"CELEBRATION" at Jack Farrell Park x Creative Work Fund / by SCAPE Martinez

This is the street view from Fordham Road.

After working for days on end, I finally was able to complete one of the biggest projects of my career. Spanning just over 227 feet, the Public Art piece at Jack Farrell Park culminated a years worth of work. After initially receiving a Creative Work Fund Grant, we set upon this course to create something innovative, different, and powered by the community.


The view from the other side of Jack Farrell Park

The "we" in this case, were The Mural Music and Arts Project, myself, key members of the community, and a few youth artists. As part of the grant, we needed to work in areas deemed to be "Hot Spots", the city's most dangerous locations, areas plagued by gun violence. After viewing a number of locations we settled with Jack Farrell Park. We decided to push the envelop in the sense of the sheer size of the work, it is too wide to fit in a simple photo.

Standing in the center of the basketball court, this is the view to the left.

Over time we were able to engage many, many members of the community, and various stakeholders to get input in everything from the scope of the work, to ideas of colors, concepts, and content. This level of community engagement culminated with a large design workshop hosted at East Palo Alto City Hall. From that design workshop, there were themes that bubbled up for the artwork. The community wanted something robust, progressive, celebratory, and vibrant. In the end, I think we delivered that.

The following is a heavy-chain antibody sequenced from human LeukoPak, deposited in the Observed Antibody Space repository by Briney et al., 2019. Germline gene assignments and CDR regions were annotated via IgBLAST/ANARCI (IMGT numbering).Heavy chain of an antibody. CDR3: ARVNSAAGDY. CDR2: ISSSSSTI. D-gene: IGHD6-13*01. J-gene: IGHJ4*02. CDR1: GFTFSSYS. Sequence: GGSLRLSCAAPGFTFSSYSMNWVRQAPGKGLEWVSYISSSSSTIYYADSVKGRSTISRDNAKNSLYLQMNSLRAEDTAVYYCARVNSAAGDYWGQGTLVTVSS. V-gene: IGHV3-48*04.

The view from the basketball court to the center of the work.

The colors and shapes bob and weave, ebb and flow. The central them is one of "CELEBRATION", capturing all of the "Voices of EPA", into a singular song. While installing the work, we had to fight the weather, sometimes painting in the rain. Wiping the walls down with towels and getting some protection from the trees, we plied our trade.

The view to the right.

The one thing that stood out from the whole installation was the level of community interaction. Everyday, as we worked, people walked by, took pictures, talked with us, and on occasion even painted with us! The commentary was overwhelmingly positive, and the variety from which the positivity came from was telling. Kids, adults, Black, Latino, White, and your neighborhood "rogue", all from The Town, cheered us on from start to finish.

This was a journey that stretched my sensibilities as an artist, both from a creative standpoint and a physical one, after all, it is 227 feet!